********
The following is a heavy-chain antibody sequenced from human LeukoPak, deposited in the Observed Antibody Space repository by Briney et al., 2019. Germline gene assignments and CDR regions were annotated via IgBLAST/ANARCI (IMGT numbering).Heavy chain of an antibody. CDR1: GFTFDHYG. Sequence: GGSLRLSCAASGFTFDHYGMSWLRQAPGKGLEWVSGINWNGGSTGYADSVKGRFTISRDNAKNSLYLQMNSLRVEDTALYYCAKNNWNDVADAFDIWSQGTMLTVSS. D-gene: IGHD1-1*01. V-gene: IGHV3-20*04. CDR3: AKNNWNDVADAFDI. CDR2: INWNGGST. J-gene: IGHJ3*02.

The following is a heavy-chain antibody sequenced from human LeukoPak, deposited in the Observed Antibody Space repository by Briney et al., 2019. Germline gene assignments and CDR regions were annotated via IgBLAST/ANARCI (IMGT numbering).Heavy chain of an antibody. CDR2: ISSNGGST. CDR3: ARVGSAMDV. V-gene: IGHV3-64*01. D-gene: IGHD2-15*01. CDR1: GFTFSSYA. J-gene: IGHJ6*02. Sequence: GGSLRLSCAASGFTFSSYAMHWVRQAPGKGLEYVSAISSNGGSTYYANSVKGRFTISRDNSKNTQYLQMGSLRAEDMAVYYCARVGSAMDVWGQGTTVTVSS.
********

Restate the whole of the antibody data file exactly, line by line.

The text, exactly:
The following is a heavy-chain antibody sequenced from human LeukoPak, deposited in the Observed Antibody Space repository by Briney et al., 2019. Germline gene assignments and CDR regions were annotated via IgBLAST/ANARCI (IMGT numbering).Heavy chain of an antibody. CDR1: GFTFDHYG. Sequence: GGSLRLSCAASGFTFDHYGMSWLRQAPGKGLEWVSGINWNGGSTGYADSVKGRFTISRDNAKNSLYLQMNSLRVEDTALYYCAKNNWNDVADAFDIWSQGTMLTVSS. D-gene: IGHD1-1*01. V-gene: IGHV3-20*04. CDR3: AKNNWNDVADAFDI. CDR2: INWNGGST. J-gene: IGHJ3*02.

The following is a heavy-chain antibody sequenced from human LeukoPak, deposited in the Observed Antibody Space repository by Briney et al., 2019. Germline gene assignments and CDR regions were annotated via IgBLAST/ANARCI (IMGT numbering).Heavy chain of an antibody. CDR2: ISSNGGST. CDR3: ARVGSAMDV. V-gene: IGHV3-64*01. D-gene: IGHD2-15*01. CDR1: GFTFSSYA. J-gene: IGHJ6*02. Sequence: GGSLRLSCAASGFTFSSYAMHWVRQAPGKGLEYVSAISSNGGSTYYANSVKGRFTISRDNSKNTQYLQMGSLRAEDMAVYYCARVGSAMDVWGQGTTVTVSS.